Behind a screen, you're safe.

You won't die.

You're protecting others.

Perhaps, locked at home behind a screen, things get pent up.

So as I watched all that was going on in the riots last night (and the previous few days), I understood this Titanic image anew. We are going down as a nation, watching it on screens. We watch store owners, even elderly women, get beat nearly to death on our screen. We watch celebrities who live in gated communities and surrounded by wealth and protection bail out the rioters and act gleefully about the destruction on our screens. We watch affordable housing burn, people's homes destroyed, and community businesses shattered on our screens.

Click! Share! Comment! Angry face! Like face! Next news item.

We're sinking.

Behind a screen you are not safe. You are trapped. You are tied to an anchor bringing everything down to deep destruction because you can't stop videoing it, you can't stop playing to the video, and you can't stop consuming the video. 

You put a device between you and reality. The train is coming at you and you won't step off the tracks because you want to get video to the last possible moment. We're so used to watching things happen to others on our screens that when we are filming, we forget we're in the actual moment; instead of being observers, we are to respond. But we don't. We keep video going, offering commentary of what is happening, while someone is beat nearly to death instead of helping them, because we want the cool video. We're all so busy documenting what's happening around us, and documenting our lives, that we don't realize we're actually documenting our own death.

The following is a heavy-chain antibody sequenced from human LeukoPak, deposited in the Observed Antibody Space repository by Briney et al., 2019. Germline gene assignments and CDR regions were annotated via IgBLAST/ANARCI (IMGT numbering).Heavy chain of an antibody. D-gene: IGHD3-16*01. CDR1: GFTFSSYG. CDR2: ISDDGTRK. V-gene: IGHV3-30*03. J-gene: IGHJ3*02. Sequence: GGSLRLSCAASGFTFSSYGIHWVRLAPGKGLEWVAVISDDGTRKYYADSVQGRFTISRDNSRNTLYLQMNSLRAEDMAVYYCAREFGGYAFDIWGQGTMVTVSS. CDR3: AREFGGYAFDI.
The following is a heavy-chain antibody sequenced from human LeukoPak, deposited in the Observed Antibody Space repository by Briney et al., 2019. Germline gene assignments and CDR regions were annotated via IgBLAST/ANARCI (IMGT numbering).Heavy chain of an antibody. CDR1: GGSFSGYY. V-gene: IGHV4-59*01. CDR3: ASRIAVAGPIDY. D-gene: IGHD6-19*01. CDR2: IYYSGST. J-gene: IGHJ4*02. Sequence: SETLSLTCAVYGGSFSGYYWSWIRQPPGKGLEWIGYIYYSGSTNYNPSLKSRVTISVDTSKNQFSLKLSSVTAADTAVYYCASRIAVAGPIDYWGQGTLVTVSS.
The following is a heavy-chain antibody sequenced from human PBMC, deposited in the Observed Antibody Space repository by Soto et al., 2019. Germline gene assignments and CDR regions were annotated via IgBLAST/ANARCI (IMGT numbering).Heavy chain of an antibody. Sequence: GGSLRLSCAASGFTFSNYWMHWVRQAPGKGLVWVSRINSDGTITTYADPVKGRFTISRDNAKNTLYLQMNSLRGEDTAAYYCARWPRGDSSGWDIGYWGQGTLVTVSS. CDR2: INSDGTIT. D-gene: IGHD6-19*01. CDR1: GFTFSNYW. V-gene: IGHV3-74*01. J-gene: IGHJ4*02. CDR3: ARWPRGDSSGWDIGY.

Screens make us one-dimensional, over time.

Most people aren't as awful in real life as they are behind a screen. But most of us spend the majority of our time behind screens, and so we are essentially the worst version of ourselves most of the time.

Do you want to stop the ship from sinking? Do you want to stop drowning? Do you want to make a real difference instead of joining of the thousands of people who are seemingly gleefully possessed by evil, greed, and hate running amuck on the streets? Do you want to stop feeding the base nature of people who do things or behave a certain way just to get a photo or video of themselves to keep their follower count?

I know I do. I know the struggle, but I know I do want that.

Start by getting out from behind the screen.

It's hard to meet a real human being for coffee or a meal right now because some states are locked down by the pandemic and frankly, many restaurants and shops are either out of businesses or are now destroyed and won't ever open again.

But still try.

We gotta get out from behind the screen.

Best option? Turn to prayer and your Bible. We NEED that right now.

Then, maybe plant some flowers. Make something better. Maybe go for a walk and don't loot while you do it.




    1. Thank you for finding that for me! I updated the caption credit.